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How many types of carbon markets are there?

Are carbon markets a good thing?

In simple terms, carbon markets function as trading platforms that allow carbon credits to be bought and sold.

A carbon credit that can be traded is one ton of carbon dioxide, or a similar of a greenhouse gas that is reduced by sequestration or elimination.

Why are carbon markets so important?

Recently the Intergovernmental Panel on Climate Change (IPCC) issued a new report on the progress made by humanity towards slowing the pace of climate change. The bad news is that Greenhouse gas (GHG) emissions are increasing in all major industries across the globe, but at a slower rate. One of the positives is that renewable energy sources are becoming affordable and often less expensive than oil, coal and gas.

Even with some improvements, the planet faces a huge task. Scientists warn that warming of 2degC will be surpassed in the 21st century, unless we can achieve massive reductions in greenhouse gas emissions right now.

Effective action requires adequate and concerted investment and investment, while also knowing that the price of inaction will be much greater. Countries in developing countries will need to invest at least 6 trillion dollars in 2030 to fund less than half of their climate goals (as as stated as part of the Nationally Determined Contributions (also known as NDCs).

The most recent IPCC report has found that the world is all falling far short, with flows of money at a rate of three to six times less than the levels required in 2030. There are even more stark differences in certain regions around the globe.

So, how can we facilitate and finance the necessary change to tackle this climate catastrophe? Many countries are considering the carbon credit exchange as a part of the solution.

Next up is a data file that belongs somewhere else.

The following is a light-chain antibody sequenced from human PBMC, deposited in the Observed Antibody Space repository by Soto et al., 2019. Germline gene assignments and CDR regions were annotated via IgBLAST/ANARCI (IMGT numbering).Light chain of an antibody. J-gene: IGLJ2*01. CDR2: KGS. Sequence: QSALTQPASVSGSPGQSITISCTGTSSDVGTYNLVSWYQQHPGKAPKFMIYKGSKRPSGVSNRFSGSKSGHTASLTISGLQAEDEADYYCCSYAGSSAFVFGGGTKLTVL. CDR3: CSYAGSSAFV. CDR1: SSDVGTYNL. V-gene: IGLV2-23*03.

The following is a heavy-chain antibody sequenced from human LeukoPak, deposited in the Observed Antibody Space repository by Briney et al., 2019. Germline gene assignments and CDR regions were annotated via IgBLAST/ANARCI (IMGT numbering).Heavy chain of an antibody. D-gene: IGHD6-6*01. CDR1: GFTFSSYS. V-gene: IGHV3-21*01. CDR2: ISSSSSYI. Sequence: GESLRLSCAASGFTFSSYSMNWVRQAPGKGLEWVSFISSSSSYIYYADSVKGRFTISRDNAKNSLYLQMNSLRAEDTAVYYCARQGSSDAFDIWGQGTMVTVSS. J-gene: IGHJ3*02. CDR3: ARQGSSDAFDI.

How many carbon markets exist?

There are generally two kinds in carbon market: voluntary and compliance.

Markets for compliance are developed by any national, regional or international policy or regulation.

Voluntary carbon markets – both national and international, are the issue purchasing or selling carbon credit on a basis of voluntary.

The current supply of free carbon credits is mainly from private companies that design carbon projects or from governments who develop programs that are certified by carbon standards to generate emissions reductions and/or eliminations.

Demand is driven by private individuals who want to offset their carbon footprint, companies that have sustainability goals for their companies as well as other players who want to trade their credits for a higher value in order to make money.

Are there any examples?

One kind of compliance market people have heard of are the emissions trading systems (ETS). They operate on a “cap-and-trade” principle Regulated businesses – or even countries, in the EU’s ETS are issued pollution or emission permits, or allowances, by government officials (which can be used to reach an overall maximum (or capped) amount). Polluters who exceed their permissible emission levels must purchase permits from other companies with permits that are available to purchase (i.e. trading).

The European Union launched the world’s first international ETS in 2005. In the year 2005, China launched the world’s largest ETS which is expected to cover about one-seventh percent of carbon emissions worldwide resulting from burning of fossil fuels. Numerous other national and subnational ETS are currently in operation or in the process of being developed.